NEW YORK (Reuters Health) - Canada’s death rate from cardiovascular disease dropped by nearly one third over a decade, in large part due to improved heart attack survival, a new study finds.
Researchers found that between 1994 and 2004, the national rate of death from cardiovascular causes -- including heart attack, heart failure and stroke -- fell by 30 percent.
A driving force was the 38 percent decline in heart attack deaths, according to findings published in the Canadian Medical Association Journal.
Deaths from stroke and heart failure also dropped, by 28 percent and
23 percent, respectively.
“The decline is likely explained in part by better prevention and in part by better treatments,” Dr. Jack V. Tu, a researcher at the Institute for Clinical Evaluative Sciences in Toronto, told Reuters Health.
Fewer Canadians are smoking now compared with a decade ago, Tu noted, and there is greater awareness of and better control of high blood pressure and high cholesterol.
At the same time, there have been advances in treatment -- such as higher rates and more timely use of angioplasty and clot-busting drugs to stop heart attacks in progress.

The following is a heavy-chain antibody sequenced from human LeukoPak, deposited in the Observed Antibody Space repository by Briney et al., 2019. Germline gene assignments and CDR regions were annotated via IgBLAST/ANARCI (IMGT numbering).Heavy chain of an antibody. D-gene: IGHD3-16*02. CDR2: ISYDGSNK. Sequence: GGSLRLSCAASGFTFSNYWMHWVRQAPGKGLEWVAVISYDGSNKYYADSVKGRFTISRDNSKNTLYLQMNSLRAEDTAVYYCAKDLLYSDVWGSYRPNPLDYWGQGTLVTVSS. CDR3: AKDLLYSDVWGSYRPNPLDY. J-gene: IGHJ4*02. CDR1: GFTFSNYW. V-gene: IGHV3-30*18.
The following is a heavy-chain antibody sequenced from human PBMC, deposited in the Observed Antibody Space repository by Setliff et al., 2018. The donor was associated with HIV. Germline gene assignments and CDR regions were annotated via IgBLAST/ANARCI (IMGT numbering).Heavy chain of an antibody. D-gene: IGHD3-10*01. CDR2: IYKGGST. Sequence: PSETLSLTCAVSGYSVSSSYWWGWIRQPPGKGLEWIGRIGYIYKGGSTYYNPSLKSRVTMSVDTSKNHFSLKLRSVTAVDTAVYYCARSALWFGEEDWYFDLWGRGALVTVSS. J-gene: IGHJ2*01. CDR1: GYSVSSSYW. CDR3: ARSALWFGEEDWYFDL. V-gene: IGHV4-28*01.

“Overall, this is very good news for the public because it shows that advances in heart disease prevention and treatment have been very successful, with fewer people dying prematurely from these conditions,” Tu said.
Still, he and his colleagues caution, the findings are “not grounds for complacency,” as cardiovascular disease remains the leading cause of death and hospitalization in Canada.
In addition, the researchers found that, for the first time, more women than men are dying from cardiovascular causes.
There are likely many reasons that heart disease death rates are improving faster among men compared with women, according to Tu. Age could be one reason, he said; women are, on average, 10 years older than men when they suffer a heart attack, and 5 years older when they develop heart failure or have a stroke.
Lesser heart disease awareness may also be an obstacle. Women may, for instance, be slower to get to the hospital when they’re having a heart attack -- either because they are unaware of the conventional symptoms or because women are more likely to have “atypical” heart attack symptoms, such as burning in the chest, back pain and nausea.
There has also been less research into how to optimally prevent and treat heart disease in women compared with men, Tu said.
The public should keep in mind, the researcher said, that while the heart disease outlook is improving, people need to keep following a healthy diet, exercising and having their heart risk factors regularly evaluated.
With rising rates of obesity and type 2 diabetes among younger people, Tu noted, there is a danger for the gains of the past decade to halt or even reverse.